Eggleston’s successor, Julian Ashby Burruss, Class of 1898, became the transformative eighth president of Virginia Tech. Under Burruss, the requirement for students to serve in the Corps of Cadets fell from four years to two. In a related move, Virginia Tech moved away from its pre-war focus on military education to advance the land grant-related fields of agriculture and engineering, which subsequently defined the university for much of the 20th century.
The Rock in place on the Upper Quad.
According to a journal article by Newcomb, a 1923 survey of faculty found that many thought the military training at Virginia Tech created problems in student life, and Burruss subsequently described the focus on military education as “archaic.” He wrote that it stunted the growth of the institution, impeded its ability to compete with other state and regional colleges, and did not prepare students for “citizenship in a democracy.”
Nearly a century later, the shifts that World War I spurred at Virginia Tech are a bright line in the university’s history, marking a juncture that made possible developments that played out over the ensuing decades: the university’s outreach to returning World War II veterans in the late 1940s, the acceptance of women and African Americans in the ’50s and ’60s, elimination of the corps requirement, and development of the Principles of Community.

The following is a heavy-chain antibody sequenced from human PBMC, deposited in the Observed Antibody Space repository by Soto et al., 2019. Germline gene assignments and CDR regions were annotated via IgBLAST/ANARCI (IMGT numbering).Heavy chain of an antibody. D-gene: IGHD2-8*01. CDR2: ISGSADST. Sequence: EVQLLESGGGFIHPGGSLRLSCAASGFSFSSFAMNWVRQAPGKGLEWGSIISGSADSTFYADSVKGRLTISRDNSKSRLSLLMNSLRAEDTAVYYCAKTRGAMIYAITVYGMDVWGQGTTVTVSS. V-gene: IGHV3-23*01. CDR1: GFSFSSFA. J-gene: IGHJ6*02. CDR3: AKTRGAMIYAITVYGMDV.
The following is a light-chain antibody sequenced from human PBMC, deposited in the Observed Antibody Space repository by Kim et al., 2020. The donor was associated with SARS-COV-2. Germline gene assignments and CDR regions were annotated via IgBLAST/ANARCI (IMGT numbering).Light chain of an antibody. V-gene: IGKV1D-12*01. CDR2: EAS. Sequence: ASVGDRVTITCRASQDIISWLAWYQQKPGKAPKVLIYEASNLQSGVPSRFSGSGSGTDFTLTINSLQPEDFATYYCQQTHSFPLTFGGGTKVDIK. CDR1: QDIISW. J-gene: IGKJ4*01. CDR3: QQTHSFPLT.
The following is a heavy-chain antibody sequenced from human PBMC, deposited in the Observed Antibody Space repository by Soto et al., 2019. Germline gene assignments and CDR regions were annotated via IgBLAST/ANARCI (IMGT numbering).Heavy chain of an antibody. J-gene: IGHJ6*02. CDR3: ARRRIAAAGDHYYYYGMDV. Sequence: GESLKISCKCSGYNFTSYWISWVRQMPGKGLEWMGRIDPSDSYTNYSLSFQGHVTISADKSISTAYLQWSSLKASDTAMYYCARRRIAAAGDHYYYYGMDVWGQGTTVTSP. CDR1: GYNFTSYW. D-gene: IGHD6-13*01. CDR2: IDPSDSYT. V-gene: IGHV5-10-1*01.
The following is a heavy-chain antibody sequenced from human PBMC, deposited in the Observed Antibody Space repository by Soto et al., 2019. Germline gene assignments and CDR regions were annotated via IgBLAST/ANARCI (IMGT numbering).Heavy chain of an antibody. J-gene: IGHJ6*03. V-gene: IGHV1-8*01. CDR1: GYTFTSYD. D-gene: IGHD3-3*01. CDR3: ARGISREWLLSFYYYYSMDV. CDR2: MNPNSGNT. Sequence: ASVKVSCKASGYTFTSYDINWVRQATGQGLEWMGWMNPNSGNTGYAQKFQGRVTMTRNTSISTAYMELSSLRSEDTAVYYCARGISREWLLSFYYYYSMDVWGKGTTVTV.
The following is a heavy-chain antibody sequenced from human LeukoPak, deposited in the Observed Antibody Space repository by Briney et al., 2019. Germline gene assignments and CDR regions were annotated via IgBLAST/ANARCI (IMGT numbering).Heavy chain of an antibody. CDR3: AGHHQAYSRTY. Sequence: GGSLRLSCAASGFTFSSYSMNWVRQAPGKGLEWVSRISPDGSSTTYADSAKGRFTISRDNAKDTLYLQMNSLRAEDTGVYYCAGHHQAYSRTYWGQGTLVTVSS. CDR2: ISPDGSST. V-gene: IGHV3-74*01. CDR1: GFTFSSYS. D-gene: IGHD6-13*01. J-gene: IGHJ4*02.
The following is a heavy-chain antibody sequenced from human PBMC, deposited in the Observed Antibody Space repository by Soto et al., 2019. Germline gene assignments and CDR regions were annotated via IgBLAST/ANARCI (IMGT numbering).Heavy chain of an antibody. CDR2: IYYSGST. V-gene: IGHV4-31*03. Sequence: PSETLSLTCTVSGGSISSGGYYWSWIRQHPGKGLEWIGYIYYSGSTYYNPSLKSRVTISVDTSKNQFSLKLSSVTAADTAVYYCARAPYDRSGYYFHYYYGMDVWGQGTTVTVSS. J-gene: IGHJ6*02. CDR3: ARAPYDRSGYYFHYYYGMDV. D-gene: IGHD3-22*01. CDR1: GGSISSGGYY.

Yet, the sacrifices of Virginia Tech students and alumni during World War I are still remembered today, memorialized through three iconic campus landmarks: The Rock, a stone memorial erected by the Class of 1919 for those who died in combat; War Memorial Gym, which was dedicated to Hokies who served in the war; and the names of those who died in the war that are etched on the Brotherhood Pylon on the Memorial Court of the War Memorial Chapel. Cadets passing the Rock still stop to salute it, a sign of respect for a group of Hokies who served their country in a way that continues to be reflected in the Virginia Tech experience.